In the first year, fellows identify an area of interest for research and find a preceptor with whom they develop a research project which they will work on over the following two years. They are also assigned a Scholarship Oversight Committee, and take a course through which they become credentialed in ethics of human research. Fellows must attend and present at national meetings, and submit original work for publication in peer reviewed journals.
Various clinical and basic science research opportunities are available to fellows. Current expertise within the division is strongest in clinical research, perinatal epidemiology, quality improvement, outcomes research and clinical bioethics. Our research interests focus primarily on surfacant therapy, prevention of infection, necrotizing enterocolitis, hypothermia treatment for HIE, PDA management, procedural safety, informed consent, and clinical informatics. In addition, basic research training is available under the supervision of investigators in basic science disciplines at the Albany Medical College. Another basic research opportunity stems from our close proximity to the major research facility of the New York State Department of Health. Clinical projects in NICU include multi-center studies on perinatal HIV management, immunoglobulins for prevention of nosocomial infection, hypothermia for hypoxic-ischemic encephalopathy, and neonatal and perinatal databases. There are ongoing quality improvement projects in intubation safety and processes to minimize medication errors. The NICU is a member of the Vermont Oxford Network and the New York Statewide Perinatal Data System.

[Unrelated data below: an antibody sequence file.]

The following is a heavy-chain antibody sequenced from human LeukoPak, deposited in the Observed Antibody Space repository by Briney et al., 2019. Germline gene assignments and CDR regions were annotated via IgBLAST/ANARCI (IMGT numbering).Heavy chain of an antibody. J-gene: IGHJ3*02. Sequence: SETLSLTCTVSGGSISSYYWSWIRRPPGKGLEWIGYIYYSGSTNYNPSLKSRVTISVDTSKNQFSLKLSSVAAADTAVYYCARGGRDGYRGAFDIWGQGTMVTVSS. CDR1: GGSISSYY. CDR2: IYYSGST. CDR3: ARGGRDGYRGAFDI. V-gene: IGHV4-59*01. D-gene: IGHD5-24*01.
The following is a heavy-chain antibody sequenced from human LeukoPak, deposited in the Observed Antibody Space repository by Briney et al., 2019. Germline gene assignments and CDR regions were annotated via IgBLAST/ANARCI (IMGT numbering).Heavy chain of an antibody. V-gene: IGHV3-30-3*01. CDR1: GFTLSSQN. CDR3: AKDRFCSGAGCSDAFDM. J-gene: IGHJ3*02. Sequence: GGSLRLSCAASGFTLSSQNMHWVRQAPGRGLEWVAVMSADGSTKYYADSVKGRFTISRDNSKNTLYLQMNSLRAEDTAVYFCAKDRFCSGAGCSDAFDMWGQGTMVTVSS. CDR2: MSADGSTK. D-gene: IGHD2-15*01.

Please see the Faculty page for links to representative publications and recent projects or abstracts.